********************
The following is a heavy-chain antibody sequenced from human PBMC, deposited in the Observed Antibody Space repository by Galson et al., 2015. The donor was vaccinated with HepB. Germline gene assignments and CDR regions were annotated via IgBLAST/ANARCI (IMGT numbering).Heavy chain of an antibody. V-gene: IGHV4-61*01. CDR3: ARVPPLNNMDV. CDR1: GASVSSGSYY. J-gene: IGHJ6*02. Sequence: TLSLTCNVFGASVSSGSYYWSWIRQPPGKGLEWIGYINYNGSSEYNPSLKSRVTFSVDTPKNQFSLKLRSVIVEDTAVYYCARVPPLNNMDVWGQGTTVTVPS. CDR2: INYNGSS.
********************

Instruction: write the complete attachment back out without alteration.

The following is a heavy-chain antibody sequenced from human PBMC, deposited in the Observed Antibody Space repository by Galson et al., 2015. The donor was vaccinated with HepB. Germline gene assignments and CDR regions were annotated via IgBLAST/ANARCI (IMGT numbering).Heavy chain of an antibody. V-gene: IGHV4-61*01. CDR3: ARVPPLNNMDV. CDR1: GASVSSGSYY. J-gene: IGHJ6*02. Sequence: TLSLTCNVFGASVSSGSYYWSWIRQPPGKGLEWIGYINYNGSSEYNPSLKSRVTFSVDTPKNQFSLKLRSVIVEDTAVYYCARVPPLNNMDVWGQGTTVTVPS. CDR2: INYNGSS.